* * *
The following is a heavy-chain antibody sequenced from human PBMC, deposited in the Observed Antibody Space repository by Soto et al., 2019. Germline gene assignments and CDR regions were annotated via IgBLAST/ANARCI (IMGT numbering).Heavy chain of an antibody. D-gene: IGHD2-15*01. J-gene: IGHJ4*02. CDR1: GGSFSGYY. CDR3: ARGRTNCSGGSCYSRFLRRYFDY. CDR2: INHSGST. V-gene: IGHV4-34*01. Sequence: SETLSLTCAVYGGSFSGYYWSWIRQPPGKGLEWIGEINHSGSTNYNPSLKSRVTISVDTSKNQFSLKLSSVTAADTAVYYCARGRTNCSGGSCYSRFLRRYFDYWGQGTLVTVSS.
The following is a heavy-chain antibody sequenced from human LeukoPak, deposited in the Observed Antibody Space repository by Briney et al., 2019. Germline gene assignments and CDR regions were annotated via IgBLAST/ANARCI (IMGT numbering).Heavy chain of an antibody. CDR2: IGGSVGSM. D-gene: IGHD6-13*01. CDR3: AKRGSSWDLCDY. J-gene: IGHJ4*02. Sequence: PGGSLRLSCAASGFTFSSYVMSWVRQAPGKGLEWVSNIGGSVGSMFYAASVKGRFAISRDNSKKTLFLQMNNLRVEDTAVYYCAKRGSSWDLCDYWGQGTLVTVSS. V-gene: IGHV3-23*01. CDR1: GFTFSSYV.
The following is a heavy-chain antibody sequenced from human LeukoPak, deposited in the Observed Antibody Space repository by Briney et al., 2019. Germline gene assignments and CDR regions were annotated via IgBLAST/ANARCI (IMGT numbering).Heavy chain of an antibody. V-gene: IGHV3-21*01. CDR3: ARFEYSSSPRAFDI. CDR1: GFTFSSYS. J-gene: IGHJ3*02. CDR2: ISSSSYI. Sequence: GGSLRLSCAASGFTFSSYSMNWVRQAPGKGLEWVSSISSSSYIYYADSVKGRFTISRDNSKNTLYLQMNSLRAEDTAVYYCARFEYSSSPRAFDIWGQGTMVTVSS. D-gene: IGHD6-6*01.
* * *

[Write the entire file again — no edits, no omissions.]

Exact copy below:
The following is a heavy-chain antibody sequenced from human PBMC, deposited in the Observed Antibody Space repository by Soto et al., 2019. Germline gene assignments and CDR regions were annotated via IgBLAST/ANARCI (IMGT numbering).Heavy chain of an antibody. D-gene: IGHD2-15*01. J-gene: IGHJ4*02. CDR1: GGSFSGYY. CDR3: ARGRTNCSGGSCYSRFLRRYFDY. CDR2: INHSGST. V-gene: IGHV4-34*01. Sequence: SETLSLTCAVYGGSFSGYYWSWIRQPPGKGLEWIGEINHSGSTNYNPSLKSRVTISVDTSKNQFSLKLSSVTAADTAVYYCARGRTNCSGGSCYSRFLRRYFDYWGQGTLVTVSS.
The following is a heavy-chain antibody sequenced from human LeukoPak, deposited in the Observed Antibody Space repository by Briney et al., 2019. Germline gene assignments and CDR regions were annotated via IgBLAST/ANARCI (IMGT numbering).Heavy chain of an antibody. CDR2: IGGSVGSM. D-gene: IGHD6-13*01. CDR3: AKRGSSWDLCDY. J-gene: IGHJ4*02. Sequence: PGGSLRLSCAASGFTFSSYVMSWVRQAPGKGLEWVSNIGGSVGSMFYAASVKGRFAISRDNSKKTLFLQMNNLRVEDTAVYYCAKRGSSWDLCDYWGQGTLVTVSS. V-gene: IGHV3-23*01. CDR1: GFTFSSYV.
The following is a heavy-chain antibody sequenced from human LeukoPak, deposited in the Observed Antibody Space repository by Briney et al., 2019. Germline gene assignments and CDR regions were annotated via IgBLAST/ANARCI (IMGT numbering).Heavy chain of an antibody. V-gene: IGHV3-21*01. CDR3: ARFEYSSSPRAFDI. CDR1: GFTFSSYS. J-gene: IGHJ3*02. CDR2: ISSSSYI. Sequence: GGSLRLSCAASGFTFSSYSMNWVRQAPGKGLEWVSSISSSSYIYYADSVKGRFTISRDNSKNTLYLQMNSLRAEDTAVYYCARFEYSSSPRAFDIWGQGTMVTVSS. D-gene: IGHD6-6*01.